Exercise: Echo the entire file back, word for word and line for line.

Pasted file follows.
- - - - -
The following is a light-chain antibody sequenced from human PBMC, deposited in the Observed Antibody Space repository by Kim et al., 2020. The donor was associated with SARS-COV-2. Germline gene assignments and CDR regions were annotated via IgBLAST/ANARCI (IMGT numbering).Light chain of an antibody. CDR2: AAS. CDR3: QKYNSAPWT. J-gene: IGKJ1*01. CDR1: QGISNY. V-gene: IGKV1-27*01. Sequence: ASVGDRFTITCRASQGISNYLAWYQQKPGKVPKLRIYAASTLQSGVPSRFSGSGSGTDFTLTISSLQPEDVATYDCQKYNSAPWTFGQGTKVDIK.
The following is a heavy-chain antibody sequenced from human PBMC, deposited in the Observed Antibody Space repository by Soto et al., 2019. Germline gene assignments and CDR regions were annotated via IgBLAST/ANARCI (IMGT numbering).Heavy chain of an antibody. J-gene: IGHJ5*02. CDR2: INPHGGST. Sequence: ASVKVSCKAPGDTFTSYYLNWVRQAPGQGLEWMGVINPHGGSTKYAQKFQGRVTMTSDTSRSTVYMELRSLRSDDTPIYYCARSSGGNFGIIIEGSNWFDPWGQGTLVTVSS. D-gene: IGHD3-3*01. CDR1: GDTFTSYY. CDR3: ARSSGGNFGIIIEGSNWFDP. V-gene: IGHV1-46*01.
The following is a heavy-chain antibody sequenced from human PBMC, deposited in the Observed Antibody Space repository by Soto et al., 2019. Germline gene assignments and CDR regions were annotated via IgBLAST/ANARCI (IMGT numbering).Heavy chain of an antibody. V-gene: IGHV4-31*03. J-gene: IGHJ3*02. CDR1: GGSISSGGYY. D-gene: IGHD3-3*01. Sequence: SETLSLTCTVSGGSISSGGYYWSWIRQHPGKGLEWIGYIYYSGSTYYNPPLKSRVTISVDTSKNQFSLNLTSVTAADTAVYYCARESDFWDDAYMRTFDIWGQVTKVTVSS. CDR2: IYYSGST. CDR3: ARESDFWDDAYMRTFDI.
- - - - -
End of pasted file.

The following is a light-chain antibody sequenced from human PBMC, deposited in the Observed Antibody Space repository by Kim et al., 2020. The donor was associated with SARS-COV-2. Germline gene assignments and CDR regions were annotated via IgBLAST/ANARCI (IMGT numbering).Light chain of an antibody. CDR2: AAS. CDR3: QKYNSAPWT. J-gene: IGKJ1*01. CDR1: QGISNY. V-gene: IGKV1-27*01. Sequence: ASVGDRFTITCRASQGISNYLAWYQQKPGKVPKLRIYAASTLQSGVPSRFSGSGSGTDFTLTISSLQPEDVATYDCQKYNSAPWTFGQGTKVDIK.
The following is a heavy-chain antibody sequenced from human PBMC, deposited in the Observed Antibody Space repository by Soto et al., 2019. Germline gene assignments and CDR regions were annotated via IgBLAST/ANARCI (IMGT numbering).Heavy chain of an antibody. J-gene: IGHJ5*02. CDR2: INPHGGST. Sequence: ASVKVSCKAPGDTFTSYYLNWVRQAPGQGLEWMGVINPHGGSTKYAQKFQGRVTMTSDTSRSTVYMELRSLRSDDTPIYYCARSSGGNFGIIIEGSNWFDPWGQGTLVTVSS. D-gene: IGHD3-3*01. CDR1: GDTFTSYY. CDR3: ARSSGGNFGIIIEGSNWFDP. V-gene: IGHV1-46*01.
The following is a heavy-chain antibody sequenced from human PBMC, deposited in the Observed Antibody Space repository by Soto et al., 2019. Germline gene assignments and CDR regions were annotated via IgBLAST/ANARCI (IMGT numbering).Heavy chain of an antibody. V-gene: IGHV4-31*03. J-gene: IGHJ3*02. CDR1: GGSISSGGYY. D-gene: IGHD3-3*01. Sequence: SETLSLTCTVSGGSISSGGYYWSWIRQHPGKGLEWIGYIYYSGSTYYNPPLKSRVTISVDTSKNQFSLNLTSVTAADTAVYYCARESDFWDDAYMRTFDIWGQVTKVTVSS. CDR2: IYYSGST. CDR3: ARESDFWDDAYMRTFDI.